Yet for a self-declared whistleblower, concerned with surveillance and curtailed civil liberties, the decision to flee arrest and trial matters at least as much as where one chooses to flee. For starters, Hong Kong has an extradition treaty with the U.S., so hiding there would not necessarily protect him. Moreover, running away to China while complaining about a surveillance state (“I don’t want to live in a society that does these sorts of things,” Snowden told Glenn Greenwald and Laura Poitras in the Guardian film) suggests that he has questionable judgment.

While in Hong Kong, Snowden leaked detailed plans for America’s future cyberwarfare operations against China. They did not involve the American government abusing the rights of its citizens; rather, the documents showed that the American government was taking its obligation to protect American interests, even online, seriously. His confidant, Glenn Greenwald, told a DailyBeast reporter, “What motivated that leak though was a need to ingratiate himself to the people of Hong Kong and China.”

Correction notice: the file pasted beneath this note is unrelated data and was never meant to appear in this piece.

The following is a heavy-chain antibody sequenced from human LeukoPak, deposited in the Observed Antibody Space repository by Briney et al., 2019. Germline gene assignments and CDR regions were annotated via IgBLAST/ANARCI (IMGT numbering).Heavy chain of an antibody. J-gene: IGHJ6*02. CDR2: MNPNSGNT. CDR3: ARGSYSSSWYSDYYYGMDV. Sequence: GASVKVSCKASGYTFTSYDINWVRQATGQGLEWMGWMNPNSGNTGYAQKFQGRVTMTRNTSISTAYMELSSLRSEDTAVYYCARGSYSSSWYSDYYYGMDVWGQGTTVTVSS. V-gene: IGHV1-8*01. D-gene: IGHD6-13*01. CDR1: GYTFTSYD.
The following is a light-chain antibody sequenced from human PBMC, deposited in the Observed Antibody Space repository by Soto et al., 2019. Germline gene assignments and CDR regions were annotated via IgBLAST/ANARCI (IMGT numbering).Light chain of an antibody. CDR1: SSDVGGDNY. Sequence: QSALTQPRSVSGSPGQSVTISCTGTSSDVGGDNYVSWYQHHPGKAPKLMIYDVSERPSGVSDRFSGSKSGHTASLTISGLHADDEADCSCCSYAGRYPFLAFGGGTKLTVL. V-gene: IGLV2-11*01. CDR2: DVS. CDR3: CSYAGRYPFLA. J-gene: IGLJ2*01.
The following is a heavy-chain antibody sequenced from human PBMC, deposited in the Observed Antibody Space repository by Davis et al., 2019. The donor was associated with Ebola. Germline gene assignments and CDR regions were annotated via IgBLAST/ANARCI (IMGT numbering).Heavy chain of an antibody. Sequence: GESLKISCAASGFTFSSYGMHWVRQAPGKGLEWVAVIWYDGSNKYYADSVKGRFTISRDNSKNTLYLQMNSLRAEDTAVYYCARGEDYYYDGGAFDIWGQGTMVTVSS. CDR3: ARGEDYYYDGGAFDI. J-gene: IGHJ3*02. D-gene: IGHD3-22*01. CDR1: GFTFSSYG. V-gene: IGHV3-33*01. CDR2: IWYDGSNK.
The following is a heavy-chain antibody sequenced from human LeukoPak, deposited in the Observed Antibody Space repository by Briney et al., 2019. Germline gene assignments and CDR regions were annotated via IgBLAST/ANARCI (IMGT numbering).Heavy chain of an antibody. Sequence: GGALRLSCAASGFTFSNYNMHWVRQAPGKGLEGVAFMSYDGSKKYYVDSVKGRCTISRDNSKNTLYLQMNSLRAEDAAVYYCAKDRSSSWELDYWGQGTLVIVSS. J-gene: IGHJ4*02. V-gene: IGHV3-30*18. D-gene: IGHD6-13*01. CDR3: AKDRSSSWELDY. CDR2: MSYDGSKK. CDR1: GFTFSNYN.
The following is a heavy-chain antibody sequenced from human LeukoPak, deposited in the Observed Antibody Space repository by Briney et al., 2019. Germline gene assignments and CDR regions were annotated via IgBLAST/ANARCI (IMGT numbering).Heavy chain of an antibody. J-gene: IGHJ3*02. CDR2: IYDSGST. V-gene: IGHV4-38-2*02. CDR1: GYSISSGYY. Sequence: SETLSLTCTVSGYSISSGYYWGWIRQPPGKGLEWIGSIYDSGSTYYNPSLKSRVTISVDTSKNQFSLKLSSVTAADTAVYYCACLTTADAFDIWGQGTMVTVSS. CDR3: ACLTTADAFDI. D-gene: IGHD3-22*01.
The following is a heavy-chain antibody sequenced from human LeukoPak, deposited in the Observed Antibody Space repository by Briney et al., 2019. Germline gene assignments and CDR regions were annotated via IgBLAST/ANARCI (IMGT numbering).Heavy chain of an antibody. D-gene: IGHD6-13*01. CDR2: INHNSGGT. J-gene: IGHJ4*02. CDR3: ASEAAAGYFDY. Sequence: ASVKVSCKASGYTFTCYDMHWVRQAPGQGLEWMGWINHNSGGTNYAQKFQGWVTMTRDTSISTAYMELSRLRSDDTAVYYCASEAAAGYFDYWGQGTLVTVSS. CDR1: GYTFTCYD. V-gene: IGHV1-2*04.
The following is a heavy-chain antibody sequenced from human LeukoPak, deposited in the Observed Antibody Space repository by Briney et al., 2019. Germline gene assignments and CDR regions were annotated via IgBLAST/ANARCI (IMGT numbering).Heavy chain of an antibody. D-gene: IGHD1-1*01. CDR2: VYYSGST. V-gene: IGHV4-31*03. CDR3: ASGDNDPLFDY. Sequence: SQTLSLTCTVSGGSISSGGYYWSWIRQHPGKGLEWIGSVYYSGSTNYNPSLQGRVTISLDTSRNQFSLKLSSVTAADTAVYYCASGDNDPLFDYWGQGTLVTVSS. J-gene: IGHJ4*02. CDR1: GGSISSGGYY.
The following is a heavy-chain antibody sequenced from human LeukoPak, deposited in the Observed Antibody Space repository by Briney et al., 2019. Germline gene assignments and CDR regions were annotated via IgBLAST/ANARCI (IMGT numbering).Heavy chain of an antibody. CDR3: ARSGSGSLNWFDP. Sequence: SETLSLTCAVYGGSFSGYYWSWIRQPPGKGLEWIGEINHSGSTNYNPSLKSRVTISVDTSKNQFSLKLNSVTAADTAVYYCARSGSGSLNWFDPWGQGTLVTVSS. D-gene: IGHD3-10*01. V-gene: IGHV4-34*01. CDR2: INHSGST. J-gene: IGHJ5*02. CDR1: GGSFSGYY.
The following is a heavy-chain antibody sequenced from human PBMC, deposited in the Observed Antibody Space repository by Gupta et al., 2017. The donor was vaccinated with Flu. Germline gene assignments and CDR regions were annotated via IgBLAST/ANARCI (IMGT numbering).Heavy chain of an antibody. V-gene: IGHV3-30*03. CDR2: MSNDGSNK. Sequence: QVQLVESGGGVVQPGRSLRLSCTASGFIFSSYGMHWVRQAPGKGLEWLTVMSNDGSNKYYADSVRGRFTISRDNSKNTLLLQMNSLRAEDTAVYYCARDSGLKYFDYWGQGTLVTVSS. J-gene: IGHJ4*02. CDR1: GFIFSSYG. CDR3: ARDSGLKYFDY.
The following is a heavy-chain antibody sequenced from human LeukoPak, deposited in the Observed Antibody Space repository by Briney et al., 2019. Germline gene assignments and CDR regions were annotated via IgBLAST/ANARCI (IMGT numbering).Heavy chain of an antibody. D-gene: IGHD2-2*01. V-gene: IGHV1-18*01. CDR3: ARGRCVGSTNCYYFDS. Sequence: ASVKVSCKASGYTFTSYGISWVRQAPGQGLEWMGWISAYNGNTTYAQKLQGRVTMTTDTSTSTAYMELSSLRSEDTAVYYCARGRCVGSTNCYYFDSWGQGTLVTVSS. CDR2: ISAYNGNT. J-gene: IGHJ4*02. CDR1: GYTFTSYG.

Snowden’s supporters defend even that decision; after all, how else would he make himself appear valuable to the Chinese government and make it likely they’d grant him asylum from U.S. prosecution? Such a decision contains within it an implicit threat of more disclosures to Beijing. Greenwald has said, repeatedly, that Snowden has thousands of sensitive documents, which are clear leverage should he need to bargain with a reluctant government. Whatever his other beliefs, the implicit trade of documents-for-refuge was built into his Hong Kong gambit.